As the sun nudged behind the treeline on the western bank of the St. Johns, a bullfrog symphony was in full rumble. Deep, echoing "voices" called and answered from invisible locations at every angle around us. We had settled around a bend to try to maximize the water in our sunset view. Tiny arrows of hazy yellow light found their way between the leaves to flicker on the gently rolling surface of the darkening river.
George spotted a great blue heron, and Anne saw a red-winged blackbird. We all made a couple of steaks disappear. When darkness came, we ducked inside the cabin to enjoy board game and, eventually, well-earned sleep.
Morning arrived with an alligator swim-by that thrilled Emily, Sam and Julia. We'd seen plenty of 'gators already, but most rested stationary along the shore. As the kids emerged onto the deck, they rubbed the sleep out of their eyes to glimpse a seven- or eight-footer out for its morning rounds.
Fishing was on tap now. As the rest of the adults languished over breakfast, George happily schooled the kids on the art of the cast. They caught nothing, mind you, but everybody came away convinced that they improved their ability to toss the line in the direction they wanted.
The kids each took turns helping me steer up the river. Long-necked birds called anhingas, gathered on hollowed logs in groups of two and three along the shore, spread their wings wide to dry them in the warm morning light. Turtles sunned themselves in a row of 10 on a felled tree limb. And a single bald eagle - spotted first by Mary - stood sentry high in a pine, seeming every bit the master of all it surveyed.
As I brought the boat back to the marina with a slight thump against the wooden dock, I was thrilled to be told by Thomas, the man who came out to help us tie down, that he'd seen worse efforts. As far as I was concerned that was a gold medal for boat docking.
Afterward, we drove around the bend to pick up the ferry to Hontoon Island State Park. Lunch there, with a kids' session on the playground, proved an excellent wind-down for our trip.
There's a peacefulness in puttering along in such scenery that's hard to quantify. You're at the wheel of a very large machine, so it's not all natural. Still you feel a part of a world that's larger than your job, your mortgage payment and your golf handicap.
Just enough of home for comfort. Just enough nature for adventure.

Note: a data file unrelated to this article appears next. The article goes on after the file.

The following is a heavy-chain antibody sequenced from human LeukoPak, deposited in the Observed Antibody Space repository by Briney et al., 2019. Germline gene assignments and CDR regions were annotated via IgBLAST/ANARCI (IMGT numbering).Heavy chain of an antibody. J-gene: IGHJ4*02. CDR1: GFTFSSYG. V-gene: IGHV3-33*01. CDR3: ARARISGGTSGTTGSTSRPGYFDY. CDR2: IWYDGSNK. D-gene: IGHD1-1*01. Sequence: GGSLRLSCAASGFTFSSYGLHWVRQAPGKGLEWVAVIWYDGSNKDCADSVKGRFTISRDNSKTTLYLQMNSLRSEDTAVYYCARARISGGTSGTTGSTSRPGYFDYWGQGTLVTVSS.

One delicious way to make a trip along Florida waters even more enjoyable is to combine it with a top-rate meal. Whether it's combined with sightseeing, fireworks, a sunset or cocktail hour (or all of the above), the dinner cruise is a standard at several classic outings around the state.
Based out of the Baytowne Marina at the Sandestin Golf and Beach Resort, the SOLARIS is available for dinner cruises, as well as dinner dances. A 30-year fixture on St. Andrews Bay near Panama City Beach, the Lady Anderson Dining Yacht presents a three-hour excursion that includes an all-you-can-eat dinner buffet and dancing. The Jungle Queen Riverboat Cruise offers a trip up the New River for an all-you-care-to-eat dinner and sightseeing cruise in Fort Lauderdale. The barbecue and shrimp fare has been a staple in the area for more than 75 years.
Pick Up the Pace
While houseboats are ideal for a sedate journey on a Florida waterway, a different signature Florida image comes to mind when it's time turn up the RPMs. Airboat tours combine the ability to witness nature with a jolt of raw speed.
At Billie Swamp Safari (between Ft. Lauderdale and Naples in the Big Cypress Reservation), the Seminole Tribe invites visitors to check out the Everglades, and airboats and swamp buggies are a couple options. At Grasshopper Airboat Eco-Tours in Cocoa, Captain Rick puts together a personalized, 90-minute outing in his custom-made rig. Visitors can look for alligators, native and migratory birds and other Florida wildlife. Boggy Creek Airboat Rides in Kissimmee feature outstanding views of bald eagles, herons and osprey among the cypress trees of central Florida.
No airboat rider should be surprised if they glimpse a gator in its natural habitat. At speeds of up to 45 MPH, these are true Florida thrill rides.
The idea was a natural in every sense of the word: My family, eager to reconnect and recharge, was turning to Mother Nature.